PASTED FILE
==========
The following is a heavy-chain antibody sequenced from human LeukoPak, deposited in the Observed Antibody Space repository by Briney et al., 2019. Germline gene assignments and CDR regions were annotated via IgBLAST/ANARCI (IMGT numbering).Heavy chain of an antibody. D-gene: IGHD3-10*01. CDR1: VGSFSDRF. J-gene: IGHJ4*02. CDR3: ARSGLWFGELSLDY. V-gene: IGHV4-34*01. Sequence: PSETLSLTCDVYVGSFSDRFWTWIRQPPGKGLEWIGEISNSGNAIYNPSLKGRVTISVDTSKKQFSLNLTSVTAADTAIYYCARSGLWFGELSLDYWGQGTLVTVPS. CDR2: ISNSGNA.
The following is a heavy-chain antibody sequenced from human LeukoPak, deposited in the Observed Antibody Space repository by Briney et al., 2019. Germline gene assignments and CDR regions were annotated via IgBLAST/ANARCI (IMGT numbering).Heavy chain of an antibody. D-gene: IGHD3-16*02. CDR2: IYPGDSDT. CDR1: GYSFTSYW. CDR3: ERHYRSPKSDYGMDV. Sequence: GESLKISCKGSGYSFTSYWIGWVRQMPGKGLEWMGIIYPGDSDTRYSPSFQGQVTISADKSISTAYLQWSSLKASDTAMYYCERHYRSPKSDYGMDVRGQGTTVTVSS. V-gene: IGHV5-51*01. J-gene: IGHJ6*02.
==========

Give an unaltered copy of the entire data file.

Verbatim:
The following is a heavy-chain antibody sequenced from human LeukoPak, deposited in the Observed Antibody Space repository by Briney et al., 2019. Germline gene assignments and CDR regions were annotated via IgBLAST/ANARCI (IMGT numbering).Heavy chain of an antibody. D-gene: IGHD3-10*01. CDR1: VGSFSDRF. J-gene: IGHJ4*02. CDR3: ARSGLWFGELSLDY. V-gene: IGHV4-34*01. Sequence: PSETLSLTCDVYVGSFSDRFWTWIRQPPGKGLEWIGEISNSGNAIYNPSLKGRVTISVDTSKKQFSLNLTSVTAADTAIYYCARSGLWFGELSLDYWGQGTLVTVPS. CDR2: ISNSGNA.
The following is a heavy-chain antibody sequenced from human LeukoPak, deposited in the Observed Antibody Space repository by Briney et al., 2019. Germline gene assignments and CDR regions were annotated via IgBLAST/ANARCI (IMGT numbering).Heavy chain of an antibody. D-gene: IGHD3-16*02. CDR2: IYPGDSDT. CDR1: GYSFTSYW. CDR3: ERHYRSPKSDYGMDV. Sequence: GESLKISCKGSGYSFTSYWIGWVRQMPGKGLEWMGIIYPGDSDTRYSPSFQGQVTISADKSISTAYLQWSSLKASDTAMYYCERHYRSPKSDYGMDVRGQGTTVTVSS. V-gene: IGHV5-51*01. J-gene: IGHJ6*02.